WASHINGTON -- Rep. Paul Ryan (R-Wis.) released a budget plan Tuesday to great fanfare and media attention, though it has zero chance of passing the Democratic-controlled Senate and being signed into law by President Barack Obama. Much less attention is being given to a proposal put forward Wednesday with just as much, or little, chance of becoming law -- the budget from the House's Congressional Progressive Caucus.
That budget, titled "Back to Work," offers a list of progressive priorities -- a public option for health care, negotiation of Medicare drug prices, a carbon tax, defense cuts, a financial transactions tax, much higher marginal tax rates for millionaires and billionaires, capital gains taxed as ordinary income, and public works projects, among dozens of other ideas.
Yet some of the proposals from the Congressional Progressive Caucus, which is co-chaired by Reps. Keith Ellison (D-Minn.) and Raul Grijalva (D-Ariz.), might garner bipartisan support. Exxon Mobil's CEO, Rex Tillerson, has praised the idea of a carbon tax over a cap-and-trade system. Capital gains rates -- now at 20 percent and 25 percent (for income over $450,000) -- were at maximum levels of almost 40 percent as late as the 1970s. The Earned Income Tax Credit, whose temporary expansion under the 2009 stimulus package the budget would extend, was proposed by the late conservative economist Milton Friedman.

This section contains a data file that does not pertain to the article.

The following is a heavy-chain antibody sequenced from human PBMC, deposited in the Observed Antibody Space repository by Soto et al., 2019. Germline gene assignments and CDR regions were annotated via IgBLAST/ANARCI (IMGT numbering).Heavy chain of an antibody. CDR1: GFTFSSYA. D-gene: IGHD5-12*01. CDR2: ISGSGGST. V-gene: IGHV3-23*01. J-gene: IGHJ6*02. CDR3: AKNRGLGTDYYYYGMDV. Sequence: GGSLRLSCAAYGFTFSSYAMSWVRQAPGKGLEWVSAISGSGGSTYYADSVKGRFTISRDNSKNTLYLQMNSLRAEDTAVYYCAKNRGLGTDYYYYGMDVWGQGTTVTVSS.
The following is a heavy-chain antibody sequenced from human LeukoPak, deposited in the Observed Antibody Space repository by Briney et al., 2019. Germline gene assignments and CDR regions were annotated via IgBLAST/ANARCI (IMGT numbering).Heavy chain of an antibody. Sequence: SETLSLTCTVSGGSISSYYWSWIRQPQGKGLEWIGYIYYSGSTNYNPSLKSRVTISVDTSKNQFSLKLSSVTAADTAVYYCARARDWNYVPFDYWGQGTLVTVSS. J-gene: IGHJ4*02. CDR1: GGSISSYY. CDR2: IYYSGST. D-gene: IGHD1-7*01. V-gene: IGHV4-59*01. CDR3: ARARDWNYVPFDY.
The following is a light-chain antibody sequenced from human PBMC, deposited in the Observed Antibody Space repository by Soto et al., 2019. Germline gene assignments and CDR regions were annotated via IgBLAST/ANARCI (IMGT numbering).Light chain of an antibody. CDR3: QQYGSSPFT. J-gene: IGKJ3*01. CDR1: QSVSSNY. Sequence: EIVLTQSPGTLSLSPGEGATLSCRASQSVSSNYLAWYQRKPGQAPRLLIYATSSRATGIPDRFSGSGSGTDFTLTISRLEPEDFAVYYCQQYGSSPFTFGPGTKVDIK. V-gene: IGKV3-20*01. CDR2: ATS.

The progressives' budget states that there will be no cuts to Social Security, Medicare or Medicaid. Ryan's budget, on the other hand, would turn Medicaid into a block grant program, effectively cutting it, and transform Medicare into a quasi-voucher program. His latest plan would not privatize Social Security, a proposal that was in his 2010 budget.
The progressives' budget would also reinstate the Making Work Pay tax credit that expired at the end of 2012. Walmart and the parent company of Olive Garden and Red Lobster, among others, have complained that its expiration has led to less money in their customers' pockets and thus less business for them.
Some of these budget measures, like the tax credits and aid to states, were passed by Congress as part of the stimulus package, but have since expired. Others, like an estate tax rate between 55 and 65 percent with a $2.5 million exemption ($5 million for married couples), are still less burdensome than they have been.
And though the plan would not establish a single-payer health care system, a recent academic paper found that politicians underestimate support for universal health care by about 10 percentage points.
Read the full budget: